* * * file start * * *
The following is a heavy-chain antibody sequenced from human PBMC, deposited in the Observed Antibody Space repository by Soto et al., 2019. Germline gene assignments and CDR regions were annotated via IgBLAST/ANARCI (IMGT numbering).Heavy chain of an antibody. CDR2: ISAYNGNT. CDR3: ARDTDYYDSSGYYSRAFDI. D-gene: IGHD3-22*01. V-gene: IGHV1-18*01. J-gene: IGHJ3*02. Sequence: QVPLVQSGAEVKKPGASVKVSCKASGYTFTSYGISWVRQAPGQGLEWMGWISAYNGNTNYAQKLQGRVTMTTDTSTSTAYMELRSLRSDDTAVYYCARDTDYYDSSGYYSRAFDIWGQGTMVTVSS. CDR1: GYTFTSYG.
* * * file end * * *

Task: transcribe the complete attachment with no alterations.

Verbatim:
The following is a heavy-chain antibody sequenced from human PBMC, deposited in the Observed Antibody Space repository by Soto et al., 2019. Germline gene assignments and CDR regions were annotated via IgBLAST/ANARCI (IMGT numbering).Heavy chain of an antibody. CDR2: ISAYNGNT. CDR3: ARDTDYYDSSGYYSRAFDI. D-gene: IGHD3-22*01. V-gene: IGHV1-18*01. J-gene: IGHJ3*02. Sequence: QVPLVQSGAEVKKPGASVKVSCKASGYTFTSYGISWVRQAPGQGLEWMGWISAYNGNTNYAQKLQGRVTMTTDTSTSTAYMELRSLRSDDTAVYYCARDTDYYDSSGYYSRAFDIWGQGTMVTVSS. CDR1: GYTFTSYG.